Female Hyperandrogenism: Natural Solutions

Hyperandrogenism in Women : What Are the Solutions?

Hyperandrogenism in Women: Causes, Symptoms, and Treatments

What is Hyperandrogenism? Hyperandrogenism is a hormonal imbalance characterized by the excessive production of androgens, hormones often referred to as "male" hormones. Androgens are also present in women, but in smaller quantities. This condition can lead to various symptoms and significantly impact women's quality of life.

Symptoms of Hyperandrogenism

Hirsutism - Excessive Hair Growth

Hirsutism is characterized by excessive hair growth in areas of the body where women typically have little or no hair, such as the face, chest, lower abdomen, back, and thighs. This condition affects about 5 to 10% of women of reproductive age. The excessive hair growth is due to an increased sensitivity of hair follicles to androgens. This symptom can greatly affect women's self-esteem and quality of life. We have developed the first dietary supplement 100% dedicated to women suffering from hirsutism: Andromaque.

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Acne is a multifactorial skin condition of varying severity, affecting up to 90% of teenagers and potentially persisting into adulthood. Androgens stimulate the sebaceous glands, increasing sebum production. Excess sebum, combined with dead skin cells, can clog hair follicles and lead to acne. Severe acne can cause permanent scarring and often requires intensive medical treatment. A comprehensive article on this topic is available here, and our product Venus can also help with acne related to hyperandrogenism.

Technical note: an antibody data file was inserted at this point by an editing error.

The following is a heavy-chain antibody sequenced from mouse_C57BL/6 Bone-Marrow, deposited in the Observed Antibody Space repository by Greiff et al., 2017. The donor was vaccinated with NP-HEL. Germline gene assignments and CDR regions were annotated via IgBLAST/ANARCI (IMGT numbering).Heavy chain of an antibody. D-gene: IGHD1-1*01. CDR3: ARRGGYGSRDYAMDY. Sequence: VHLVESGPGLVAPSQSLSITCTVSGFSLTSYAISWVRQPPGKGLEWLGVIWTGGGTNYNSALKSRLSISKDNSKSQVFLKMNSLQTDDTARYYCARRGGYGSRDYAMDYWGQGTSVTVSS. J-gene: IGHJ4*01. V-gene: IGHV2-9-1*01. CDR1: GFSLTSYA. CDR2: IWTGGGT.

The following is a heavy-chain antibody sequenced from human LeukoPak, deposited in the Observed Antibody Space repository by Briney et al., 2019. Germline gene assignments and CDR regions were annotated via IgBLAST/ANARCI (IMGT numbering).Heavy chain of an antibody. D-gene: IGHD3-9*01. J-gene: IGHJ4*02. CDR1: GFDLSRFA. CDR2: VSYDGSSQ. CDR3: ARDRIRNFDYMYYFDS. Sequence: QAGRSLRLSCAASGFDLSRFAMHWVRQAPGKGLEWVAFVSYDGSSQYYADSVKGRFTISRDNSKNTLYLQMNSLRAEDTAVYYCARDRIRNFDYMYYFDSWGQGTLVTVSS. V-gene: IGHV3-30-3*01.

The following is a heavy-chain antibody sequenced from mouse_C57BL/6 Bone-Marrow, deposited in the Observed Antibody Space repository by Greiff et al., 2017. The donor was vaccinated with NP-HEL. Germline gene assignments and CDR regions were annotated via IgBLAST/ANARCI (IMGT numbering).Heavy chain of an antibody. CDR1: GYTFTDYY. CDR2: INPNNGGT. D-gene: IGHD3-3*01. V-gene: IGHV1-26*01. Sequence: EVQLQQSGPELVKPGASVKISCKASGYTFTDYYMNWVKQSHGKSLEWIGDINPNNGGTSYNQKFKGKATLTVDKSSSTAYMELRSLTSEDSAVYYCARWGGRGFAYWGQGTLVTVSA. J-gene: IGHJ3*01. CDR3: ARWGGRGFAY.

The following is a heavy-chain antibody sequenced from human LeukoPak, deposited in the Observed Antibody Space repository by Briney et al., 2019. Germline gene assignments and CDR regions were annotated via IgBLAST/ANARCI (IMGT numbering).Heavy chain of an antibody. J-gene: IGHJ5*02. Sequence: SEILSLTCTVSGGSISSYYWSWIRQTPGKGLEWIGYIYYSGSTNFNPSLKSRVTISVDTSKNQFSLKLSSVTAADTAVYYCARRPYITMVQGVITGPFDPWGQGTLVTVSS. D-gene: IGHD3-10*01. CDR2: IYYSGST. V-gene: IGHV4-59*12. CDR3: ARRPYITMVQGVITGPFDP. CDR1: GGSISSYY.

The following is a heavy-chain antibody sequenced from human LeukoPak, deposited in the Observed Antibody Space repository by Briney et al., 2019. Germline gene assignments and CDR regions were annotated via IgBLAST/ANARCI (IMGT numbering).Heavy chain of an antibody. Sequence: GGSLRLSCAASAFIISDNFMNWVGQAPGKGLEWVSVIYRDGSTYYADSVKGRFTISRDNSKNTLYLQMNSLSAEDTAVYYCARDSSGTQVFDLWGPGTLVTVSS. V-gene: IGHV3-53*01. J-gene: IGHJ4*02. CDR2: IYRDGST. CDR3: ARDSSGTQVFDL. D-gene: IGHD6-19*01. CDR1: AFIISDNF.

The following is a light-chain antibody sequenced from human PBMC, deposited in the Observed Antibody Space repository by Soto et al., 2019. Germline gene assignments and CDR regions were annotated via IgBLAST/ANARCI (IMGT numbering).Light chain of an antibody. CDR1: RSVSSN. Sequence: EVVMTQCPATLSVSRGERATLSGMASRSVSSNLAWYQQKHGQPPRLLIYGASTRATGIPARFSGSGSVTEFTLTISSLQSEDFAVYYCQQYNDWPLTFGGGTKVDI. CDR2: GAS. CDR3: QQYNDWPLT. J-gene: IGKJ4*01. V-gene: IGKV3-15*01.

Androgenetic Alopecia : Hair Loss

Androgenetic alopecia, or male-pattern hair loss, manifests as the gradual thinning of hair on the scalp, particularly on the crown. This condition is caused by increased sensitivity of hair follicles to androgens, leading to follicle miniaturization and reduced hair density.

Menstrual Disorders

Menstrual disorders include irregular cycles, poor or absent ovulation, which can lead to fertility issues. High levels of androgens can disrupt the hypothalamic-pituitary-ovarian axis, causing menstrual irregularities.

Causes of Hyperandrogenism

Polycystic Ovary Syndrome (PCOS) and Hyperandrogenism

PCOS is the most common cause of hyperandrogenism in women. It is characterized by increased androgen production by the ovaries. This syndrome affects 6 to 15% of women of reproductive age. Clinical signs include irregular menstrual cycles, infertility, hirsutism, and hormonal acne. The presence of numerous ovarian follicles is often detected by ultrasound.

Androgen-Secreting Tumors and Hyperandrogenism

Ovarian or adrenal tumors can secrete excess androgens. These tumors are rare but can lead to severe hyperandrogenism. Symptoms may include rapid hair growth, a deepening voice, and rapid muscle mass increase.